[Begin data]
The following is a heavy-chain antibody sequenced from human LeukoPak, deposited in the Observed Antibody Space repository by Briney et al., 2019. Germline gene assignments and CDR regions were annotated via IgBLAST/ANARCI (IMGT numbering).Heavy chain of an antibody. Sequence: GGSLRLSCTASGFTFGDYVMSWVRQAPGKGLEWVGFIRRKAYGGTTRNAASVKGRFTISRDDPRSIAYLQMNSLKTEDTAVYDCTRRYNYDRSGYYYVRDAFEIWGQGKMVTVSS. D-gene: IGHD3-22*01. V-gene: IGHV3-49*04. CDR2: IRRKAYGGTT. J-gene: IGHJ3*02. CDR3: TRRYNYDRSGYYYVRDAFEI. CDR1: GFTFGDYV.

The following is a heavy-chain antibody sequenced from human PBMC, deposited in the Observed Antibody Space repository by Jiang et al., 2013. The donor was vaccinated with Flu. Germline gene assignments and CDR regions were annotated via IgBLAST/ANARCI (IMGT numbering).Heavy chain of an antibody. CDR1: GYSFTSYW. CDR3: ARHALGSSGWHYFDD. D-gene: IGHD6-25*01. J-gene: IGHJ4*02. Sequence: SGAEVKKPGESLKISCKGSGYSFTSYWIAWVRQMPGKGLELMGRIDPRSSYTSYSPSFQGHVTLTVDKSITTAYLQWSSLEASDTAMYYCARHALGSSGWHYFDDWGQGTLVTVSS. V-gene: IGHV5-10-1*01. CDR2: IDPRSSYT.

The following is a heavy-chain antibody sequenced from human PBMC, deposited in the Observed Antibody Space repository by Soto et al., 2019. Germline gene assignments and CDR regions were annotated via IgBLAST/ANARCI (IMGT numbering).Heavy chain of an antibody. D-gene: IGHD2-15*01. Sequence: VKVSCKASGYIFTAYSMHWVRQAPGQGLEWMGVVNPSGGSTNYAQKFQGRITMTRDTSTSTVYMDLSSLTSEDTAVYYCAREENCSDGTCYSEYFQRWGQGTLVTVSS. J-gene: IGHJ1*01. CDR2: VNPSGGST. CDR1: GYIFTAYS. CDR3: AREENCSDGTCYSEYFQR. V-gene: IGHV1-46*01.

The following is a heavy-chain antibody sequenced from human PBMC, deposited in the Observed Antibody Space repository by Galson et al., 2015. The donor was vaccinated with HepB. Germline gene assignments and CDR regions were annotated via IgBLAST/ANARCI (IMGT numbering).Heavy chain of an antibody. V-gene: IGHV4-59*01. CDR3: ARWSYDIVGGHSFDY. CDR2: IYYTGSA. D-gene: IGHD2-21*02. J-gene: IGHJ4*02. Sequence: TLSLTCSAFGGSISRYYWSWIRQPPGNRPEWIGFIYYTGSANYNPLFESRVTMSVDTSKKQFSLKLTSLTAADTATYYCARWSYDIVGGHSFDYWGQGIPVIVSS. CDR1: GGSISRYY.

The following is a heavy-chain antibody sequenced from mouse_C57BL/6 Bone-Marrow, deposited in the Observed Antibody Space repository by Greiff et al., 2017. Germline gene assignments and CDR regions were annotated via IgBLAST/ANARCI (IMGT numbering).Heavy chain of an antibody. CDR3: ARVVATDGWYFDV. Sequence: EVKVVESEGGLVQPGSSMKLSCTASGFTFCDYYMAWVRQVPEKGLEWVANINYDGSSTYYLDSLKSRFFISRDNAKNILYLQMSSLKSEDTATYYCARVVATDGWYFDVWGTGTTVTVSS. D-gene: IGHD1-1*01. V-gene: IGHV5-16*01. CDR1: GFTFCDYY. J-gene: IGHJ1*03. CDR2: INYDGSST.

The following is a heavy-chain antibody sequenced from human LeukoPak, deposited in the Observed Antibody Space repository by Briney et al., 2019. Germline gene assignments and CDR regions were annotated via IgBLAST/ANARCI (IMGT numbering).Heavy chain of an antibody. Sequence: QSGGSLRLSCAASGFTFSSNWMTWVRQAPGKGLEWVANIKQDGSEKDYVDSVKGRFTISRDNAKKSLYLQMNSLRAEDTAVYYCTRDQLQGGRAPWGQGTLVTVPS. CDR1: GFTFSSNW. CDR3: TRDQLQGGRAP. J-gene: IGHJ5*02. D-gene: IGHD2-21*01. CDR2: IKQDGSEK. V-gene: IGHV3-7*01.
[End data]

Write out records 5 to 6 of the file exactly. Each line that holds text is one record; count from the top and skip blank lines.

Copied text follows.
The following is a heavy-chain antibody sequenced from mouse_C57BL/6 Bone-Marrow, deposited in the Observed Antibody Space repository by Greiff et al., 2017. Germline gene assignments and CDR regions were annotated via IgBLAST/ANARCI (IMGT numbering).Heavy chain of an antibody. CDR3: ARVVATDGWYFDV. Sequence: EVKVVESEGGLVQPGSSMKLSCTASGFTFCDYYMAWVRQVPEKGLEWVANINYDGSSTYYLDSLKSRFFISRDNAKNILYLQMSSLKSEDTATYYCARVVATDGWYFDVWGTGTTVTVSS. D-gene: IGHD1-1*01. V-gene: IGHV5-16*01. CDR1: GFTFCDYY. J-gene: IGHJ1*03. CDR2: INYDGSST.

The following is a heavy-chain antibody sequenced from human LeukoPak, deposited in the Observed Antibody Space repository by Briney et al., 2019. Germline gene assignments and CDR regions were annotated via IgBLAST/ANARCI (IMGT numbering).Heavy chain of an antibody. Sequence: QSGGSLRLSCAASGFTFSSNWMTWVRQAPGKGLEWVANIKQDGSEKDYVDSVKGRFTISRDNAKKSLYLQMNSLRAEDTAVYYCTRDQLQGGRAPWGQGTLVTVPS. CDR1: GFTFSSNW. CDR3: TRDQLQGGRAP. J-gene: IGHJ5*02. D-gene: IGHD2-21*01. CDR2: IKQDGSEK. V-gene: IGHV3-7*01.